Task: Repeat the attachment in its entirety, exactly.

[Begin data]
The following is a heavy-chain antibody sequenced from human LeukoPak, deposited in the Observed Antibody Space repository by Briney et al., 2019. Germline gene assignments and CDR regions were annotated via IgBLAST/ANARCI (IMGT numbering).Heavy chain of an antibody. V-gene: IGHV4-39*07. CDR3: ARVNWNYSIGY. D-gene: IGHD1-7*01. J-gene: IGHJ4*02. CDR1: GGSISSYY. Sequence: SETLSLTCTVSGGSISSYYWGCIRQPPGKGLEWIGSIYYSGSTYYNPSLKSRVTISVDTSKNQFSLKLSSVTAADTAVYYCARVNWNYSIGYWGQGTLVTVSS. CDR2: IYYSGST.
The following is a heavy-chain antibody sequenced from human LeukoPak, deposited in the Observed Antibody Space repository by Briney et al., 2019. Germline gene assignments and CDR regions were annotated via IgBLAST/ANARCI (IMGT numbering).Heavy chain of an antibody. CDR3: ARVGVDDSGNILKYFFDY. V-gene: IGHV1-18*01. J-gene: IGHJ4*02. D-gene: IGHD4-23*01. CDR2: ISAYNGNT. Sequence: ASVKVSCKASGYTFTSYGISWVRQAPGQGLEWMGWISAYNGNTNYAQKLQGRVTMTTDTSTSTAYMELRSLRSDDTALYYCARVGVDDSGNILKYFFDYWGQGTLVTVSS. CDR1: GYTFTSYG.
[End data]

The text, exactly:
The following is a heavy-chain antibody sequenced from human LeukoPak, deposited in the Observed Antibody Space repository by Briney et al., 2019. Germline gene assignments and CDR regions were annotated via IgBLAST/ANARCI (IMGT numbering).Heavy chain of an antibody. V-gene: IGHV4-39*07. CDR3: ARVNWNYSIGY. D-gene: IGHD1-7*01. J-gene: IGHJ4*02. CDR1: GGSISSYY. Sequence: SETLSLTCTVSGGSISSYYWGCIRQPPGKGLEWIGSIYYSGSTYYNPSLKSRVTISVDTSKNQFSLKLSSVTAADTAVYYCARVNWNYSIGYWGQGTLVTVSS. CDR2: IYYSGST.
The following is a heavy-chain antibody sequenced from human LeukoPak, deposited in the Observed Antibody Space repository by Briney et al., 2019. Germline gene assignments and CDR regions were annotated via IgBLAST/ANARCI (IMGT numbering).Heavy chain of an antibody. CDR3: ARVGVDDSGNILKYFFDY. V-gene: IGHV1-18*01. J-gene: IGHJ4*02. D-gene: IGHD4-23*01. CDR2: ISAYNGNT. Sequence: ASVKVSCKASGYTFTSYGISWVRQAPGQGLEWMGWISAYNGNTNYAQKLQGRVTMTTDTSTSTAYMELRSLRSDDTALYYCARVGVDDSGNILKYFFDYWGQGTLVTVSS. CDR1: GYTFTSYG.